Five questions we still have for “Alice in Wonderland”

Since its release in 1951, Alice in Wonderland has gone down in Disney history in a really unique way. In my opinion, it’s not really considered one of the Walt Disney Animation Studios “masterpieces” the way films like Cinderella, Beauty and the Beast, The Lion King, and Frozen are, but it has gained a cult-classic following that has ensured it is one of Disney’s most recognizable and well-loved animated films.

And for good reason. Though it was not the first (or last, obviously) adaptation of Lewis Carroll’s Alice novels, it was the first to take a world this author created and make it a colorful, musical adventure that all versions since have been trying to recreate with varying levels of success. My personal favorite? The 1985 made-for-TV special featuring pre-Full House John Stamos as a messenger. Swoon.

Anyway, though the entire Disney animated movie is truly one big question mark, these are the five questions I still have that have little to nothing to do with the obvious fantastical elements. Because if I wrote a piece about that, 1. It would take all day, and 2. It would take the fun out of this movie.

Did no one ever question what the deal was with these flowers?

About halfway through the movie, we get hit with a scene involving some really shifty flowers who have pretty singing voices but who bully Alice, basically telling her she has gross legs and isn’t cute enough to be a flower – in fact, they call her a weed. Rude. But also? IT’S A RED HERRING.

Because the real floral enemy is at the beginning of the movie, when Alice passes out among some seemingly innocent non-Wonderland flowers while singing “In a World of My Own” – right before she starts “dreaming” and chasing down the White Rabbit.


No one has dreams that vivid without the assistance of a little somethin’ somethin’, so what types of flowers are these, really? I think Alice’s parents need to hire a botanist stat.

Why did the White Rabbit need those gloves so badly?

When Alice meets the White Rabbit at his house, he mistakes her for his maid Mary Ann and then yells at her to go upstairs and get his gloves because he’s going to be late to the queen’s beheading fest.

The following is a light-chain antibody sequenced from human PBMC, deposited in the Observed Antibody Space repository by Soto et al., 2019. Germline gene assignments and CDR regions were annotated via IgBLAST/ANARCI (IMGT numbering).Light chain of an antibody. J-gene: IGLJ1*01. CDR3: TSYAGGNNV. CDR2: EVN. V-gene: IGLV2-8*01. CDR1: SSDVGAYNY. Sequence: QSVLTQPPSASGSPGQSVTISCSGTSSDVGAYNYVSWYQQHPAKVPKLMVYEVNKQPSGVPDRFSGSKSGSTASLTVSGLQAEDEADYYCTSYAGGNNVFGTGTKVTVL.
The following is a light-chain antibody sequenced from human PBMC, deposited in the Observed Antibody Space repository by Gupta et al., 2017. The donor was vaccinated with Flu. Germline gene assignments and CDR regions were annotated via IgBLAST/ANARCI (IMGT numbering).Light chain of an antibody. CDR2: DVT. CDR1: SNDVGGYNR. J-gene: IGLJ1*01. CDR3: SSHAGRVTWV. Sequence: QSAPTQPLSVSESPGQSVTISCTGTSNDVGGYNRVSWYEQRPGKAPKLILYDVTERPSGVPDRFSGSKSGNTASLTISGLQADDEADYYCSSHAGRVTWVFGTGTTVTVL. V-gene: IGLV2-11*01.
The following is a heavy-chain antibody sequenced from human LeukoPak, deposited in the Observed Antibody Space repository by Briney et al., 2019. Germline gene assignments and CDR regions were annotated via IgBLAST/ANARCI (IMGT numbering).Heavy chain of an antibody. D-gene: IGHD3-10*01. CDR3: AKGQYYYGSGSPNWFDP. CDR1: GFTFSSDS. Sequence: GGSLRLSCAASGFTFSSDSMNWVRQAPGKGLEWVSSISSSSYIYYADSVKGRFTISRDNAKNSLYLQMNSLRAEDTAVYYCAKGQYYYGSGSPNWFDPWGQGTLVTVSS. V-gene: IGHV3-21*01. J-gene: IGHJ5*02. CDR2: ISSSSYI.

But why does he need them so badly? It doesn’t look that cold outside – like, Alice is in a short-sleeved dress and no one she comes across is wearing coats. Does the queen have a dress code for rabbits that requires them to wear gloves lest they be killed (I guess that’s not that much of a stretch). And furthermore, why couldn’t he just go grab right up the stairs and grab them himself? That would’ve been so much faster than yelling for someone else to do it. The house isn’t that big. Jerk rabbit.

What do the Mad Hatter, March Hare, and Dormouse do on birthdays?

So these three guys obviously party 362 days out of the year, because there are three of them living together and if each of them has one birthday, that mean 362 days are left to have unbirthday parties.

But what does that mean for those other three days? Do they just sit around? Clean the house? Schedule all their Wonderland DMV appointments, doctor’s appointments, etc. on those days? Because considering how out of it they are on their unbirthdays, errands are definitely not happening then.



OK, but was this really paint? Because it looks an awful lot like…

I’m not sure about you guys, but I have never seen paint this thin unless it’s like, watercolors. Thick paint that would cover something like a rose so richly would NOT splash around everywhere like that.


Something tells me someone has a job “cleaning up” the blood around the palace after all these subjects get their heads chopped off, which seems to be a common-enough occurrence to be able to get enough to paint these roses. And considering how messed up other parts of this movie are (um, eating those poor baby oysters? I’m still having nightmares), I wouldn’t rule this out. I also know I’m not alone in seeing the macabre side of this movie, because of adaptations like the American McGee’s Alice video games and this graphic novel I read once and was disturbed but also intrigued by.

What did Alice grow up to be like?

Speaking of disturbing adaptations, we’ve definitely gotten ones where Alice grows up to be totally normal but still plagued by the thoughts of Wonderland – some where she even goes back to revisit. But if Lewis Carroll were still alive, I wonder what he’d say about Alice’s future past Through the Looking-Glass. Did she actually end up in a mental institution for the rest of her life, the way many alternative interpretations have led us to believe was possible?


Or did she go in the complete opposite direction and grow up to marry, have children, and become a teacher/storyteller? That’s sort of what I always pictured, complete with lots of tea in a really cute garden of her own (without the hallucination-inducing flowers).

I like that there have been so many different “Alice, X years later” stories that span a variety of genres, but I still wonder what her life really would’ve been like after the events of the books.

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